As I’m currently without internet connection, I can’t help think more about the technology we take for granted rather than less. The entire concept of “back to nature” is completely alien to me, so forcibly being made to exist without everyday necessities is beyond contemplation – a fact which is made evident by my continued (and nevertheless futile) attempts to reestablish some sort of stable internet connection here. So, given the way that my mind works, I’m currently obsessing over technology. All of it. I started out a ways back with all my concerns about how little progress had been made with e-books – a situation which, sadly, remains true – and it seems right that I cast my net a little wider to show you how little has been improved with all the myriad ways we have to augment the world around us. The time to start asking hard questions about our state of technology is long overdue.
The future has not, as some claim, arrived. We have barely started using things to their greatest ability, yet a few people remain convinced that we have made the faltering steps on the way to a world envisioned by Star Trek. While it is true that personal computers, data storage devices, personal computers and mobile ‘phones have managed to improve wildly generation upon generation, we are laughably far from the world we should be living in. Take, for example, the number of people who go missing each year. How expensive would it be to use something not unlike the chips routinely placed in pets on people. We would be able to locate anyone with GPS, saving countless lives each year – and not merely those foolhardy enough to scale mountains or traverse deserts. Missing people would become a thing of history.
I expect that the civil liberties zealots will probably be shaking with anger over the suggestion that we start tagging people haphazardly with this technology. Breaching human rights isn’t what I’m suggesting at all, being merely a suggestion for an opt-in procedure. They, of course, would point out that every new technology is evil until proven otherwise – the DNA database (one of the blessed few intelligent decisions implemented by police forces) is a perfect example of this. The anti-technology crowd would rather have criminals walking the streets. I say we all start asking for chips embedded in our bodies so that if we ever have need of them, they are there. Like the Boy Scouts are fond of saying, “Be prepared.” When the naysayers go missing we can look for them the old fashioned way – and we all know how effective that is. I’ll be first in the queue when the procedure is offered.
That is barely scratching the surface of what we could be doing. Taking transport as the easiest target for technological improvement, it is easy to see where people are slacking off in the big ideas department It is offensive to consumers when terms such as “intelligent vehicles” are thrown around by manufacturers who are under the delusion that surface gloss will hide the deficiencies of their product. The main problem when discussing cars is fuel. I’m going to go out on a limb and declare all petrolium-based engines obsolete. It is a messy, inefficient, wasteful and ridiculously expensive waste of resources when hydrogen-powered vehicles are ready to roll out of factories. It becomes farcical when the manufacturers insist that their engines have improved. No, they haven’t. The combustion engine we see in the current generation of cars is still based on designs over a hundred years old, so any improvements are merely tweaks. Not impressive when looked at that way.
A shift to hydrogen offers a limitless supply of fuel (something many people claim to be looking for, though the odds of them finding it in a more glitzy form soon is doubtful), which would also ease political pressures for some countries. While I’m thinking about cars specifically, I may as well add that HUD’s really ought to be mandatory rather than an add-on, as taking your eyes off the wheel for any reason is a bad idea (yes, kids, I really am suggesting you never look at your speedometer ever again). I’ve never understood the appeal of all the gauges embedded into the dashboard of new cars – it suggests a lack of confidence in the software used on the part of the manufacturers, and a stubborn sentimentality for antiquated solutions on the part of the consumers. The safety aspect of HUD implementation is only a minor change, but one which would convince me people are thinking about design rather than regurgitating old ideas.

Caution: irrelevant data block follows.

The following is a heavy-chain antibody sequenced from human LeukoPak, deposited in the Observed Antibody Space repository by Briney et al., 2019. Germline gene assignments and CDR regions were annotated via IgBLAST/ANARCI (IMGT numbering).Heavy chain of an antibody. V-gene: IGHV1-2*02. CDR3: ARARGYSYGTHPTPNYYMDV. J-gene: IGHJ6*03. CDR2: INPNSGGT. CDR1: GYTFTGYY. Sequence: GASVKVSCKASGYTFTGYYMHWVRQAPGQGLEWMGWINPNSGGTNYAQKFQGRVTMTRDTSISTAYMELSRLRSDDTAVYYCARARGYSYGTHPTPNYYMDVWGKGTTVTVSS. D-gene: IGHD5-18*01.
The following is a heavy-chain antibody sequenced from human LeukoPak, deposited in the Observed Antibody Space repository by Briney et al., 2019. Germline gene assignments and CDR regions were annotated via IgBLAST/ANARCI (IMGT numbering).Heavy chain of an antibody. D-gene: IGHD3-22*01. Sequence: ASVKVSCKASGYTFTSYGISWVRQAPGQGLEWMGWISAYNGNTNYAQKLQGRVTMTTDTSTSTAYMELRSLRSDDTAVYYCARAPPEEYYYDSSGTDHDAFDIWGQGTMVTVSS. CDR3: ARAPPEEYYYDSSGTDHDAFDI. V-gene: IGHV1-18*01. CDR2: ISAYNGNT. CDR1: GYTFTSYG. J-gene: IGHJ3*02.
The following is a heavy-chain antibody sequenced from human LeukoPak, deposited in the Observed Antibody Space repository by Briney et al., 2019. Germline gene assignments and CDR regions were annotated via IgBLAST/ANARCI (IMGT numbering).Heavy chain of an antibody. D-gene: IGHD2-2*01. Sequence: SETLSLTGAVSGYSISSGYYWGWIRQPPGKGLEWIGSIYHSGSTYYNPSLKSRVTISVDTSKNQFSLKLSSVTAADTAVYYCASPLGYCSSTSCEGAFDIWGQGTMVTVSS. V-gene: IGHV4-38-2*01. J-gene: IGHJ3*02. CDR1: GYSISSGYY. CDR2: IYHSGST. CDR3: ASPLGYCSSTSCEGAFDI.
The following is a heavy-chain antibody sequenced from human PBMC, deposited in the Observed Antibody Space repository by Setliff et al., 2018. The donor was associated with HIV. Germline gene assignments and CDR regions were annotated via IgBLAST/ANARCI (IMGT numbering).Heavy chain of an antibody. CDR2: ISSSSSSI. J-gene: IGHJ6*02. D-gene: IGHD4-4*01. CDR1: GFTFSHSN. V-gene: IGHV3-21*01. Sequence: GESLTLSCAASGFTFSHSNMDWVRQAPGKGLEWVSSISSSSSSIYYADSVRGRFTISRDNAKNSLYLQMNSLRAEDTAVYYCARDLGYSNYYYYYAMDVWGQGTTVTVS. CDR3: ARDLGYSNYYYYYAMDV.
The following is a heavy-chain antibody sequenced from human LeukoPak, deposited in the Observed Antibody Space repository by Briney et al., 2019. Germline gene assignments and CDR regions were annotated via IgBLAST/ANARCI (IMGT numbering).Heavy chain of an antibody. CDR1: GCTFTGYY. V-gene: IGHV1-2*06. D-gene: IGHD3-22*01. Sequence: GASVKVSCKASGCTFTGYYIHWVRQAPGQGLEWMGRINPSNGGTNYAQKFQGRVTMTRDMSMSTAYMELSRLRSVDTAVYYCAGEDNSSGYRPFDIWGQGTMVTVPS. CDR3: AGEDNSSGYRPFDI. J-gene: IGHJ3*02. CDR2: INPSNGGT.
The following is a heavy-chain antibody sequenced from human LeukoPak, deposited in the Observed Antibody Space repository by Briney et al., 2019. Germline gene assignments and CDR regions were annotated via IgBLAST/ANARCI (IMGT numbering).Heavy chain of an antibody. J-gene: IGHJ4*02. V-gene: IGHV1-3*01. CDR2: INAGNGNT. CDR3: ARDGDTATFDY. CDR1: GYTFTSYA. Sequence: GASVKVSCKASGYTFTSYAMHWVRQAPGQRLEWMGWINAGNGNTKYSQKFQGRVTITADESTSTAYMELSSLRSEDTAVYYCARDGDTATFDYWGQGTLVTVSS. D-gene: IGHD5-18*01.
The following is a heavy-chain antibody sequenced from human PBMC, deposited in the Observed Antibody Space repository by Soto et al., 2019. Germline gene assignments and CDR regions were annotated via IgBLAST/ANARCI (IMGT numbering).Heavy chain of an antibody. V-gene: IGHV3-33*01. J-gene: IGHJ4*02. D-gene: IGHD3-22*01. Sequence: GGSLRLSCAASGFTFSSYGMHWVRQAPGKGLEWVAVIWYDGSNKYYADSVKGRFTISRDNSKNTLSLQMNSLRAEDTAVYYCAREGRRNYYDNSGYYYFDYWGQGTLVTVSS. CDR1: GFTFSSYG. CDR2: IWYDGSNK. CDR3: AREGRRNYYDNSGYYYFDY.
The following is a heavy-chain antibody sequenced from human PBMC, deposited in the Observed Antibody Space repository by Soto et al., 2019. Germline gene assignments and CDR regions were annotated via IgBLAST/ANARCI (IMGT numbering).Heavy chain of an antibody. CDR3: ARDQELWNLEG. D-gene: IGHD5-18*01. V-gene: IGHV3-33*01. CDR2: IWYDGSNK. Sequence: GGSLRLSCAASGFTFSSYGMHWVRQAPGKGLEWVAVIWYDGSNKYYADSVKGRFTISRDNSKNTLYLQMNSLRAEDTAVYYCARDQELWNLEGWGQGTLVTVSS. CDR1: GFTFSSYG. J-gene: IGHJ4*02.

Seeing as how I’ve started on vehicles, I may as well see this through before moving on to other targets. There’s a lot of things wrong with the way people use cars, especially older and slightly less advanced ones – I refuse to describe any modern, road-legal, straight-from-the-factory car as advanced. The biggest problem arises when people who are not educated in simple math decide to drive very fast right behind another car, raising the probability of a crash to one hundred percent if the vehicle in front has to brake for any reason. That’s one of the things that can be solved by technology if we took three seconds to think about the problem. It is clear that no-one has bothered to take those three seconds to think about the issue though, and I’m calling car manufacturers out on the issue. It isn’t as if we would even have to come up with any new devices to deal with this sort of thing, as the basic components are already used in many automobiles.
The sensor which is attached to the rear of some cars to assist in (and even, in some instances, take over from) reversing into a space, whilst quite useful as is, could be combined with the speedometer to indicate when a car traveling behind gets that bit too close. With clever software solutions to take into account road surfaces, weather conditions, visibility and other factors, the instances of being rammed from behind would all but cease. How, you ask, would knowing you are about to be rammed cease it from happening? Simple. All that is needed is a automatic limiter kicking in on the car traveling dangerously close. It doesn’t take a genius to figure out that everything I have just outlined in that instance is already installed. All it would take is for the currently separated systems to be integrated, and one major cause of vehicular accidents to be removed from the many other dangers on our roads.